The principal question raised by the appeal relates to the basis upon which appellee can recover. It is appellants' thought that appellee is limited to the provisions of subdivision (3) of section 48-121, R.R.S. 1943, because of the parts of his body which were injured, that is, the left leg *156 and right foot. We shall discuss the various provisions of this statute as they have application here.

Subdivision (1) of section 48-121, R. R.S. 1943, insofar as here material, provides in cases of total disability that: "For the first three hundred weeks of total disability, the compensation shall be sixty-six and two-thirds per cent of the wages received at the time of injury, but such compensation shall not be more than twenty-six dollars per week, nor less than fifteen dollars per week; Provided, that, if at the time of injury, the employee receives wages of less than fifteen dollars per week, then he shall receive the full amount of such wages per week as compensation. After the first three hundred weeks of total disability, for the remainder of the life of the employee, he shall receive forty-five per cent of the wages received at the time of injury, but the compensation shall not be more than twenty dollars per week nor less than twelve dollars per week; Provided, that if at the time of the injury the employee receives wages of less than twelve dollars per week, then he shall receive the full amount of such wages as compensation."

Subdivision (2) of section 48-121, R.R.S. 1943, insofar as here material, provides, in case of partial disability, that: "For disability partial in character, except the particular cases mentioned in subdivision (3) of this section, the compensation shall be sixty-six and two-thirds per cent of the difference between the wages received at the time of the injury and the earning power of the employee thereafter, but such compensation shall not be more than twenty-six dollars per week. This compensation shall be paid during the period of such partial disability, but not beyond three hundred weeks after the date of the accident causing disability."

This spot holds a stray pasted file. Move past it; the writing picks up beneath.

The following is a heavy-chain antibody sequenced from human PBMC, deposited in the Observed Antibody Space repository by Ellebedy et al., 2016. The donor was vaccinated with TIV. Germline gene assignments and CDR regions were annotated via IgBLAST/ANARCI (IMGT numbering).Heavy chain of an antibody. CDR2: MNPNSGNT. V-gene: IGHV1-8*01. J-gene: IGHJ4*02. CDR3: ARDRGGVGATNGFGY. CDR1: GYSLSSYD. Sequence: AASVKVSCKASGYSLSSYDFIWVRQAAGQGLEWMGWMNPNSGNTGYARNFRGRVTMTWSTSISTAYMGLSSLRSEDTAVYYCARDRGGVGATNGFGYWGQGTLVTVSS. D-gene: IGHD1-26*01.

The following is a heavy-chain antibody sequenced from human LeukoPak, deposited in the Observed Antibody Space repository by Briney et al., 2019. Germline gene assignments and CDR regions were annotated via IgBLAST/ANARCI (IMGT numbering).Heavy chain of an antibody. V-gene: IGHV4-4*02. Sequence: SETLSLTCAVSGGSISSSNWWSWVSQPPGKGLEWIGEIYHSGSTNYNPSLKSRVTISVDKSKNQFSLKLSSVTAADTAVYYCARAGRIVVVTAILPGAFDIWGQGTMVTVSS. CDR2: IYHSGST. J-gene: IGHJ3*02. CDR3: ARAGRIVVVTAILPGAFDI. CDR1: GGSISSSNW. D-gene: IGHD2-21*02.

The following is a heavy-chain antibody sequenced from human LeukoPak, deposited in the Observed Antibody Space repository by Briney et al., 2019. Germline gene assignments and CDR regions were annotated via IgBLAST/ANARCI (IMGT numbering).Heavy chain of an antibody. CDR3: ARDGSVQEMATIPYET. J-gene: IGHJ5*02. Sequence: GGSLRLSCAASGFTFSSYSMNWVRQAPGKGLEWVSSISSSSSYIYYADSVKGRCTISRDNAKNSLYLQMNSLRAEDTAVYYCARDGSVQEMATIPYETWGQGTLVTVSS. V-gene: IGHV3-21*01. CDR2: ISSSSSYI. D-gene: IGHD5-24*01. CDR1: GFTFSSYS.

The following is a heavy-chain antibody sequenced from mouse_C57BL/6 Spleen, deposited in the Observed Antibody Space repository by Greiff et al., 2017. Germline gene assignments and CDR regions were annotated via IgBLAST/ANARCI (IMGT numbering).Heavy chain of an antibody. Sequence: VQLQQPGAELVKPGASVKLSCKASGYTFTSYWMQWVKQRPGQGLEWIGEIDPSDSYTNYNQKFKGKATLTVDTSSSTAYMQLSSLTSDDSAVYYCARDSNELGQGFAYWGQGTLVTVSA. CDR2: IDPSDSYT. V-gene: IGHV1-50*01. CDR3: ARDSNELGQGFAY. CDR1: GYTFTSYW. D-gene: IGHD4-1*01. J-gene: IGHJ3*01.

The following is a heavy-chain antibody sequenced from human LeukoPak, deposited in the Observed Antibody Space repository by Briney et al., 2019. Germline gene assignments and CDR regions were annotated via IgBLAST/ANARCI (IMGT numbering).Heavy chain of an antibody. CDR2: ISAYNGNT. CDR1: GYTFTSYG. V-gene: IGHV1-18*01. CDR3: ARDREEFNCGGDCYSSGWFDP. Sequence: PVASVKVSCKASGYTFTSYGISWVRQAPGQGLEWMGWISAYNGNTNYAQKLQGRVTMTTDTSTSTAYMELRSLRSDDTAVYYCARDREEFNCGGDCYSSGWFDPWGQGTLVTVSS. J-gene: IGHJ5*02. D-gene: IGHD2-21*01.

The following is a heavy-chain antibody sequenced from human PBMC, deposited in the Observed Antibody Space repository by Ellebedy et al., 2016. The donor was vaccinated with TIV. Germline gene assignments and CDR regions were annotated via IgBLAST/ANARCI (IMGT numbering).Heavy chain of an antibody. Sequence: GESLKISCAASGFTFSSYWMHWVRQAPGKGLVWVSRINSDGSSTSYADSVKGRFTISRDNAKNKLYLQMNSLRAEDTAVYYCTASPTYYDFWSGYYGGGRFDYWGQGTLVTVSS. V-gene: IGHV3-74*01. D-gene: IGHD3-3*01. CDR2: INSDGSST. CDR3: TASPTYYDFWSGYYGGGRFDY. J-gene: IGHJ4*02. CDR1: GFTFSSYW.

Under these provisions we have said:

"For workmen's compensation purposes, `total disability' does not mean a state of absolute helplessness, but means disablement of an employee to earn wages in the same kind of work, or work of a similar nature, that he was trained for, or accustomed to perform, or any other kind of work which a person of his mentality and attainments could do." Elliott v. Gooch Feed Mill Co., 147 Neb. 309, 23 N.W.2d 262, 266. See, also, Elliott v. Gooch Feed Mill Co., 147 Neb. 612, 24 N.W.2d 561; Franzen v. Blakley, supra.

"A workman, who solely because of his injury, is unable to perform or to obtain any substantial amount of labor, either in his particular line of work, or in any other for which he would be fitted except for the injury, is totally disabled within the meaning of the workmen's compensation law." Elliott v. Gooch Feed Mill Co., 147 Neb. 309, 23 N.W.2d 262, 266. See, also, Franzen v. Blakley, supra.

Subdivision (3) of section 48-121, R.R.S. 1943, insofar as here material, provides, in case of two member disability, as follows: "The loss of both hands, or both arms, or both feet, or both legs, or both eyes, or of any two thereof, shall constitute total and permanent disability and be compensated for according to the provisions of subdivision (1) of this section. Amputation between the elbow and the wrist shall be considered as the equivalent of the loss of a hand, and amputation between the knee and the ankle shall be considered as the equivalent of the loss of a foot. Amputation at or above the elbow shall be considered as the loss of an arm, and amputation at or above the knee shall be considered as the loss of a leg. Permanent total loss of the use of a finger, hand, arm, foot, leg, or eye shall be considered as the equivalent of the loss of such finger, hand, arm, foot, leg, or eye. In all cases involving a permanent partial loss of the use or function of any of the members mentioned in this subdivision, the compensation shall bear such relation to the amounts named in said subdivision as the disabilities bear to those produced by the injuries named therein."